A year after the explosion that shook Beirut, Lebanon is nearing economic collapse.
Protests have intensified in the streets as the country is mired in one of the worst financial crises in the world in more than a century.
Citizens face drug and gasoline shortages, while the power outages They threaten to further destabilize the small Middle Eastern country.
“Nobody finds medicine. People need medicine ”, shouts a man desperately in a spontaneous protest.
In hospitals, the situation is discouraging and they have run out of the necessary drugs to treat diseases such as cancer and heart disease.
In a video released by the BBC, nurses in hospitals show empty medicine cabinets.
In July, the association representing Lebanese companies that import medicines warned of a potentially disastrous shortages, as the country’s already fragile economy plummets.
Your currency, the Lebanese pound, has collapsed, losing about 85% of its value.
The prices of basic foods have risen rapidly and supermarkets have been the scene of fights and squabbles between shoppers.
The World Bank assures that the country, with just over six million inhabitants, could face one of the worst financial crises since the mid-19th century.
The price of imported gasoline has skyrocketed, and cars form long hours-long lines at service stations.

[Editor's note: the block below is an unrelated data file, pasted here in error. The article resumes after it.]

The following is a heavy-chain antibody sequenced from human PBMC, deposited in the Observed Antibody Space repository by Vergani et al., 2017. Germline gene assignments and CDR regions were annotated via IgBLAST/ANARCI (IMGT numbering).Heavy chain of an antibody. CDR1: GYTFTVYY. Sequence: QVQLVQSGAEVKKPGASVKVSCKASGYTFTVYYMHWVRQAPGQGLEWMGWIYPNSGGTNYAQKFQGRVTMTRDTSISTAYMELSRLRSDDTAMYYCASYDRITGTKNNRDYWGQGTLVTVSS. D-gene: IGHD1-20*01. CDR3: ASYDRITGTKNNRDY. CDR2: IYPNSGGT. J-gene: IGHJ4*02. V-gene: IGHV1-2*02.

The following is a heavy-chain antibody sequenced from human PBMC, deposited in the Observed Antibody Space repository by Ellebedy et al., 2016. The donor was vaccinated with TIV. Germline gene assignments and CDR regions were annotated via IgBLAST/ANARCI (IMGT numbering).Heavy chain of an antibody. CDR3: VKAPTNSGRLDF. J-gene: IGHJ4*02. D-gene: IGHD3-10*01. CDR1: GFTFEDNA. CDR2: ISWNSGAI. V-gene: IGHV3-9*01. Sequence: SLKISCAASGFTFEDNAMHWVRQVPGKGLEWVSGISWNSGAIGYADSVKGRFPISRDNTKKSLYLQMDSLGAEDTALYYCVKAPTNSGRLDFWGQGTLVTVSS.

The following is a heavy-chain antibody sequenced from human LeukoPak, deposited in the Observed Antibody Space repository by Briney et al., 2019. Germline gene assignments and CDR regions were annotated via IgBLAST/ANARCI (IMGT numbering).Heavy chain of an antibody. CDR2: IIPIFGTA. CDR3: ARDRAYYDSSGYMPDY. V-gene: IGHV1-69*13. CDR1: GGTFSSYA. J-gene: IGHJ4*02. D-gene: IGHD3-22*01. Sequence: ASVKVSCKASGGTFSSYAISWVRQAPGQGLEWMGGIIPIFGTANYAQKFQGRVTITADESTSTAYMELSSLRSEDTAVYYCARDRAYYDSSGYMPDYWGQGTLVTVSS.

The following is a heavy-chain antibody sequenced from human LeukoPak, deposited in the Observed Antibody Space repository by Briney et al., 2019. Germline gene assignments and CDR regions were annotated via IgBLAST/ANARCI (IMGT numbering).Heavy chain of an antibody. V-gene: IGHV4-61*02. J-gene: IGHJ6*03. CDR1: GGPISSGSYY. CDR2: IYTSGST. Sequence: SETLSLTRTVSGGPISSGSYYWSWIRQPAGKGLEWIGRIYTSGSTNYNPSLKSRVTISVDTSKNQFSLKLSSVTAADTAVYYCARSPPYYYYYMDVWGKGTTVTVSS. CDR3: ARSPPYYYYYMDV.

Fuel shortages have increased energy demand, as many people rely on private generators as a result of already regular power outages.
Last month, Lebanon’s two largest power plants (which together provide more than 40% of the country’s electricity) closed due to lack of fuel ands debtyes without Par.
Frustration has been felt in the streets.
What was once mourning the mega-explosion, which left hundreds dead and thousands injured, is now rage against a political elite accused of corruption and negligence that did not do enough to prevent disaster.
“I used to be upset, but now I am much more upset,” says Serge Maacaron, one of the survivors.
“Everything fell apart”
On August 4, 2020 at 18:08 local time, two explosions shook the port of the Lebanese capital.
The first launched a dark red cloud with small sparkles resembling fireworks.
The second was much more powerful and was one of the non-nuclear explosions largest ever recorded in history.
The expansive wave was felt throughout the city and caused significant damage to buildings even miles away from the port
The wave reached the island of Cyprus, more than 200 kilometers away.
There were more than 200 dead and 6,000 injured.
“Everything around us was in ruins. People were screaming, there was blood everywhere, ”says Mellisa Tawil, another survivor, to the BBC
“Everything fell apart. There were collapsed buildings ”.
The cause was the explosion of 2,750 tons of ammonium nitrate incorrectly stored in the port.
The city was plunged into chaos and was declared a disaster area.
Hospitals collapsed and had to treat patients in the middle of the streets.
The material was transported on a cargo ship traveling from Georgia to Mozambique, but after technical problems it was taken to Beirut in an emergency.
There, the Lebanese authorities detained the ship for not paying the corresponding port fees and they confiscated the merchandise.